Like lazy loading, write through is another caching strategy but unlike lazy loading, it does not wait for a hit or miss. It is a straight forward strategy in which the syncing between cache and database happens as soon as some data is written into the database.
It can be easily understood from the below diagram.
Data in the cache is never stale − Since the data in the cache is updated every time it is written to the database, the data in the cache is always current.
Write penalty vs. Read penalty − Every write involves two trips, a write to the cache and a write to the database.
This adds latency to the process. That said, end users are generally more tolerant of latency when updating data than when retrieving data. There is an inherent sense that updates are more work and thus take longer.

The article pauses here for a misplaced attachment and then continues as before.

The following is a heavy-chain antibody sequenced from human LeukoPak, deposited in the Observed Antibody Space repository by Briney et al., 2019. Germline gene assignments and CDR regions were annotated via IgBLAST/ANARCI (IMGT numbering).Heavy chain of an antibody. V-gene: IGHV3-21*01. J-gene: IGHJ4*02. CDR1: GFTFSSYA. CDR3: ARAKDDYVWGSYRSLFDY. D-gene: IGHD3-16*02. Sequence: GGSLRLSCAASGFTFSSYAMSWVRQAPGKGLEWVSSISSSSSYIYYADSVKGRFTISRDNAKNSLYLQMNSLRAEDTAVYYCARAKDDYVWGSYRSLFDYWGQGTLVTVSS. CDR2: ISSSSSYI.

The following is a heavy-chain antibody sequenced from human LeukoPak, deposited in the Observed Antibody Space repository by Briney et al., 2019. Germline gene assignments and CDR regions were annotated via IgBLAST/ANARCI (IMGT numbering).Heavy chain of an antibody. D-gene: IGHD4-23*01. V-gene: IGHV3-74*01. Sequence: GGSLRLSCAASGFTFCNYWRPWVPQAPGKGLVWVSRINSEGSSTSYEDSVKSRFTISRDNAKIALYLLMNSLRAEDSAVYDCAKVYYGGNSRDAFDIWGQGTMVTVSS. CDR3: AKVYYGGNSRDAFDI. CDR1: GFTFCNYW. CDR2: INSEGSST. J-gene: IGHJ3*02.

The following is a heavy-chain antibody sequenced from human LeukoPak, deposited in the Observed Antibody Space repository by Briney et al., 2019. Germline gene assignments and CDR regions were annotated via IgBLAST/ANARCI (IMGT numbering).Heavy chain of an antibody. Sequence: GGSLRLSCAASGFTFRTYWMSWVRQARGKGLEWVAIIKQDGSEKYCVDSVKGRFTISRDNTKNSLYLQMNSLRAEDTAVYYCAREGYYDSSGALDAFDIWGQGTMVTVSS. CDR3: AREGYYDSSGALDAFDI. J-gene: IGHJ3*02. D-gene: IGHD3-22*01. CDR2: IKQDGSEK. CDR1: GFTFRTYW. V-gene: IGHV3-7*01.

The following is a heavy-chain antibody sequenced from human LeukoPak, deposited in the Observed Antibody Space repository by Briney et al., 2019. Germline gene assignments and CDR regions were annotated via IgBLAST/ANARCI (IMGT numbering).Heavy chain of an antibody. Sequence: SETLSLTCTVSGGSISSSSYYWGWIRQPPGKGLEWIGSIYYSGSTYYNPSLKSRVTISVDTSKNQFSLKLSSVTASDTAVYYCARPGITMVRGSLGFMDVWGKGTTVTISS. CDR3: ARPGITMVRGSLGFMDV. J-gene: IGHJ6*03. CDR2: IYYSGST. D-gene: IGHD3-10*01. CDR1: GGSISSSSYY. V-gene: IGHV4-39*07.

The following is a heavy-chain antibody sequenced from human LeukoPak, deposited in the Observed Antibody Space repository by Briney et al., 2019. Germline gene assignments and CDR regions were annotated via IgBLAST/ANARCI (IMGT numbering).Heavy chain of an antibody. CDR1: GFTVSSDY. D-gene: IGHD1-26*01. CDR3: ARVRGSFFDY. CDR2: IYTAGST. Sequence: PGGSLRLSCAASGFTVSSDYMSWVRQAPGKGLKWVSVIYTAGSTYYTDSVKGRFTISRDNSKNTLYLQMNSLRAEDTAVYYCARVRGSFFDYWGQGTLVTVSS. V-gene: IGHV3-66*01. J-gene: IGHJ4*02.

Missing data − In the case of spinning up a new node, whether due to a node failure or scaling out, there is missing data which continues to be missing until it is added or updated on the database. This can be minimized by implementing Lazy Loading in conjunction with Write Through.
Cache churn − Since most data is never read, there can be a lot of data in the cluster that is never read. This is a waste of resources. By Adding TTL you can minimize wasted space, which we will see in the next chapter.